An HIV-positive man Friday hit California health insurer Anthem Blue Cross with a proposed consumer class action alleging the company’s plan to force patients with certain chronic diseases to obtain medications through a mail-order pharmacy is a discriminatory move that will drive up costs and threaten lives.
The complaint from an unidentified San Diego resident said Anthem is flouting the state’s Unruh Civil Rights Act by requiring individual plan members purchase “specialty medicines” by mail unless they obtain a hardship waiver every six months allowing them to patronize a brick-and-mortar pharmacy.
If a patient wishes to continue using a traditional pharmacy for such medicines, they’ll be treated as visiting an out-of-network venue and held liable for the full price of drugs that can cost thousands of dollars each month, the lawsuit said. In addition, under the policy taking effect March 1, patients will face bigger bills because certain discounts and co-pay waivers they currently enjoy aren’t available through the mail-order service, the complaint asserted.
Service will also suffer as patients have to cut ties with pharmacists who understand their plights and can be on the lookout for dangerous drug interactions, the lawsuit contended.
“Anthem Blue Cross proposes to replace the present, ongoing, close relationship between pharmacist and patient with an 800 number,” the lawsuit said.
Further, getting medicines by mail is a particularly bad idea for HIV/AIDS patients, because a delayed or stolen shipment could serious jeopardize care, the lawsuit argued. Also, by being forced to receive regular deliveries of pharmaceuticals at their homes or workplaces, HIV/AIDS also will lose their “fundamental and inalienable right to privacy,” the complaint said.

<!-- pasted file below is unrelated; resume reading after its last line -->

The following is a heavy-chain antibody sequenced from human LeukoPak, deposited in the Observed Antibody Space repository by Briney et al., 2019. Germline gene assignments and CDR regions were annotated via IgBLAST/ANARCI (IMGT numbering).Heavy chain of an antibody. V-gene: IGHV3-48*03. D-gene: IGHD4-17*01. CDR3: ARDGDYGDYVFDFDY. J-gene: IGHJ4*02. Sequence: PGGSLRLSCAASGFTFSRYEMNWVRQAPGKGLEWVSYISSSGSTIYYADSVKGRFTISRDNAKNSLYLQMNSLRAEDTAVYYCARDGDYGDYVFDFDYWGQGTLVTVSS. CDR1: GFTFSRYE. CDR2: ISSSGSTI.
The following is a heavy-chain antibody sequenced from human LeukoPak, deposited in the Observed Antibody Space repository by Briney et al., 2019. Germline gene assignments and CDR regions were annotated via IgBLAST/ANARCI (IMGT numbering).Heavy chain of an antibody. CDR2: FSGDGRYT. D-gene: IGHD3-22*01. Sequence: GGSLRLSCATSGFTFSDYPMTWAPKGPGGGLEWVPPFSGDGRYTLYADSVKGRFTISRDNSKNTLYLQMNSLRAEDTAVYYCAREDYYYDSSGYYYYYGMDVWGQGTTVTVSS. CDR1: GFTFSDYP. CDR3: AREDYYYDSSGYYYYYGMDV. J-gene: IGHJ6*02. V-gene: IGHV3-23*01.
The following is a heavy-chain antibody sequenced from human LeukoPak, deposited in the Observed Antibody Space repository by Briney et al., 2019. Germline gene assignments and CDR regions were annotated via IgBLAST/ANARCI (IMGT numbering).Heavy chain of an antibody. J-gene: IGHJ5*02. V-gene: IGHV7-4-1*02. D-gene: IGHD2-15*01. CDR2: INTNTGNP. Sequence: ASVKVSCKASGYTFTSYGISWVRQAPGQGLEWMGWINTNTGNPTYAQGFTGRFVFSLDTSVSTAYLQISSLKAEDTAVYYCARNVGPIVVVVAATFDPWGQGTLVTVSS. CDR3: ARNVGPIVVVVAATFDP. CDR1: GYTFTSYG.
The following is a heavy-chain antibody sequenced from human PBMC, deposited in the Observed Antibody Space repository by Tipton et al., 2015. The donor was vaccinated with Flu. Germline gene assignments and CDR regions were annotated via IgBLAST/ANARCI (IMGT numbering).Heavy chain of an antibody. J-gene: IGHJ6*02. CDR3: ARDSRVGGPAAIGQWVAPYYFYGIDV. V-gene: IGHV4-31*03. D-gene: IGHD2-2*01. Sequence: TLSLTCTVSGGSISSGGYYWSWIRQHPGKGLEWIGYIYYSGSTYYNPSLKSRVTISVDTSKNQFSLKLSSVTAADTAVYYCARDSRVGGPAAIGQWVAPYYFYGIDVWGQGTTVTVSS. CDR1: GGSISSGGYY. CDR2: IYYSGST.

“Neighbors and co-workers, who do not know that the recipient has HIV/AIDS, would quickly realize the recipient is suffering from a serious ailment,” according to the complaint.
Darrel Ng, a spokesman for Anthem, told Law360 on Monday that research has found that patients using the insurer’s mail-order pharmacy, CuraScript, have a 93 percent adherence rate to their drug regimens, nearly 10 percent higher than those using traditional drugstores.
In addition, all HIV/AIDS patients receive 24-hour access via CuraScript to social workers, community support resources, nursing assistance and pharmacists, Ng said. As for privacy considerations, deliveries can be made to a variety of locations, including a doctor’s office, Ng said.
“This is being done with the knowledge of our regulator and applies to several hundred different drugs for many medical ailments,” Ng said. “Anthem's policies do not discriminate on the basis of disease states, and they are reasonable and compliant with applicable laws.”
The complaint asserts Anthem recently said it was switching to home delivery as part of a contract to buy drugs in bulk and cut costs, and that the new policy covers more than two dozen conditions, including HIV/AIDS, cancer, hemophilia, multiple sclerosis and osteoporosis.
Lynda Gledhill, a spokeswoman for California Attorney General Kamala Harris, declined Monday to say whether the state was investigating the matter but suggested the policy change hasn’t gone unnoticed.
”We take very seriously cases that involve restricting access to health care,” Gledhill told Law360.
The plaintiff is represented by Harvey Rosenfield, Pamela Pressley and Jerry Flanagan of Consumer Watchdog and Edith M. Kallas, Alan M. Mansfield and Kristin Libby of Whatley Kallas LLC.
Counsel information for Anthem was not immediately available.